· $60 crude oil $60 benchmark is deceptive
· FG must focus on railway projects, jettison ‘Nigeria Air’
By Kenneth Jukpor
While the Senate President and several political bigwigs in the polity have expressed dissatisfaction with the 2019 budget presented by President Muhammadu Buhari last week, finance experts have also posited that the crude oil production cuts adopted by the Organization of Petroleum Exporting Countries (OPEC) would stifle Nigeria’s 2019 budget execution.
Economic experts also argue that project crude oil benchmark of $60 was deceptive as the Brent crude was sold at the international benchmark, for $60.28, $57.40, $55.41 and $55.13 on Monday, Tuesday, Wednesday and Thursday last week, respectively.
Meanwhile, the Minister of Budget & National Planning, Senator Udoma Udo Udoma, maintains that the downward crude oil trend in recent months is not necessarily reflective of the outlook for 2019
Explaining the rationale behind the Federal Government’s decision to place the oil price benchmark at $60 per barrel, Udoma said: “Notwithstanding the recent softening in international oil prices, the considered view of most reputable oil industry analysts is that the downward trend in recent months is not necessarily reflective of the outlook for 2019. However, we will closely monitor the situation and will respond to any changes in the international oil price outlook for 2019.”
This downward crude oil price slide, coupled with the government’s struggles with domestic non-oil revenue indicate that more pressure would be on the oil revenue whose price showed a continuous decline throughout last week, despite production cuts adopted by OPEC to shore up prices.
Although the 2018 budget is expected to spill over to May 2019, the transport sector has been tipped to suffer from the reduction in capital expenditure.
During an exclusive chat with MMS Plusnewspaper, the Managing Director of Cowry Assets Management, Mr. Johnson Chukwu stated that the government is going to struggle to implement the early component of the 2019 budget based on the outlook for 2018.
However, the finance expert admonished the government to focus on is the key infrastructure especially those that affect transport like the rail sector.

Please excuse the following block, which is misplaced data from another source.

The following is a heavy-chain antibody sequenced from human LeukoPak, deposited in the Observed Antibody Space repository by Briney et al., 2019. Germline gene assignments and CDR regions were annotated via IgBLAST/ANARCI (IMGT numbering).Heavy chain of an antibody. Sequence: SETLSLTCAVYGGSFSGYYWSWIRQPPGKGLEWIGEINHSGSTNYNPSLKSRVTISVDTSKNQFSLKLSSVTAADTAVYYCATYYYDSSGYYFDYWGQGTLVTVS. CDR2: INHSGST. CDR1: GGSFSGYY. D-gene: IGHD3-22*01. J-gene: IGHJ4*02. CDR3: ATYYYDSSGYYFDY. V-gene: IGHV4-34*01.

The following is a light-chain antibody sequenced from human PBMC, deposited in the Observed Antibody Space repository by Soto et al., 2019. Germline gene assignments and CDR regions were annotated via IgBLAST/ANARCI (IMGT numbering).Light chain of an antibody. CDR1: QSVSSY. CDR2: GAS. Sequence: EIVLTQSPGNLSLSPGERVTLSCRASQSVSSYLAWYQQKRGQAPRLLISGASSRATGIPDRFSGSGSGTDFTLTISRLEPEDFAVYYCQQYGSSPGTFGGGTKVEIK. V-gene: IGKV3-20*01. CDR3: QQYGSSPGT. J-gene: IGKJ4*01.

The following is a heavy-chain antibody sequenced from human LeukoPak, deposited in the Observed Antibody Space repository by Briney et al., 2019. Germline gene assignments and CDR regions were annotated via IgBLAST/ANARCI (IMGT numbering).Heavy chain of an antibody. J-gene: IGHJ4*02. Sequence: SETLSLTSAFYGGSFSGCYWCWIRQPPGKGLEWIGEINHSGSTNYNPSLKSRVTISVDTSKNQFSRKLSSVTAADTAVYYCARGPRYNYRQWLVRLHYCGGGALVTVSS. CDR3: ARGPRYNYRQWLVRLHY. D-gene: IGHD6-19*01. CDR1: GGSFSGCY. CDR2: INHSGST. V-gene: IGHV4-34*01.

Noting that the budget projected N80.22 billion as counterpart funding for railway projects including: Lagos-Kano (on-going) ; Calabar-Lagos (on-going); Ajaokuta-Itakpe-Aladja (Warri -Ongoing) ; Port Harcourt- Maiduguri (new); Kano-Katsina-Jibiya-Maradi In Niger Republic (new); Abuja-Itakpe and Aladja (Warri)-Warri Port And Refinery, Warri New Harbour (new); and Bonny Deep Sea Port & Port Harcourt and other rail projects; Chukwu said, “the government would have to focus on the key infrastructure especially the rail sector if it intends to make any meaningful impact in transportation. It would not be prudent for the government to focus on the Nigerian Air in 2019”
Chukwu commended the government’s decision to streamline the amount estimated for capital expenditure because the 2018 budget would spill into 2019.
“The logical thing was to bring down the amount they budgeted for capital expenditure going by the current outlook in 2018. Another issue is the fact that the budget is premised on the crude price of $60 per barrel while the prevailing price is $52 per barrel” he said.
In the proposed 2019 budget, N13 billion was provided for construction of Second Runway at Nnamdi Azikiwe International Airport Abuja, as well as N1.008 billion for construction of Terminal Building at Enugu Airport.
Another N280.44 billion was budgeted for the construction and rehabilitation of roads in every geo-political zone of the country, such as: Counterpart Funding for the Dualization of Makurdi – Enugu Road; Counterpart Funding for the Dualization of Akwanga – Jos – Bauchi – Gombe Road; Reconstruction of the Outstanding Sections of Benin – Ofosu – Ore – Ajebandele – Shagamu Expressway; and Construction of Bodo – Bonny Road.
Other major works projection under this provision were: Pavement Strengthening and Asphalt Overlay of Ajebandele – Ijebu Ode – Shagamu Road; Construction of Oju/Loko – Oweto Bridge to link Loko and Oweto; Dualization of Ilorin – Jebba – Mokwa/Bokani Junction Road; Kano – Maiduguri Road (Various Sections) ; Abuja – Lokoja Road (Various Sections); Dualization of Obajana Junction to Benin (Various Sections); and Lagos – Shagamu – Ibadan Dual Carriageway.
Also captured were: Early Works for the Construction of 2nd Niger Bridge in Anambra/Delta States; Construction of Kaduna Eastern By-pass; Abuja – Kano Dual Carriageway; and Dualization of Odukpani – Itu – Ikot Ekpene Road
According to the budget breakdown, another N280.44 billion was provided for the construction and rehabilitation of several other roads including: Construction of Kano Western Bye Pass; Abuja – Abaji ; Suleja – Minna Road; Rehabilitation & Expansion of Lagos – Badagry Expressway; Rehabilitation of Vandeikya – Obudu – Obudu Cattle Ranch Road; Rehabilitation of Ilorin – Kabba – Obajana Road In Kwara/Kogi; Reconstruction of Nasarawa – Loko Road; Dualisation of Sapele – Ewu Road (various sections); Reconstruction of Bida – Lambata Road in Niger State; Rehabilitation of Ikorodu – Shagamu Road; Rehabilitation of 9th Mile – Orokam Road In Enugu State; Re-construction of Sokoto – Tambuwal – Jega – Kontagora – Makera ; Design and Construction of Bridge Across the Cross River at Uwana (Ebony State) to Nkomoro (Cross River State); and Construction of Road Falali, Birni, Bako to Furoja Town (Ningilga).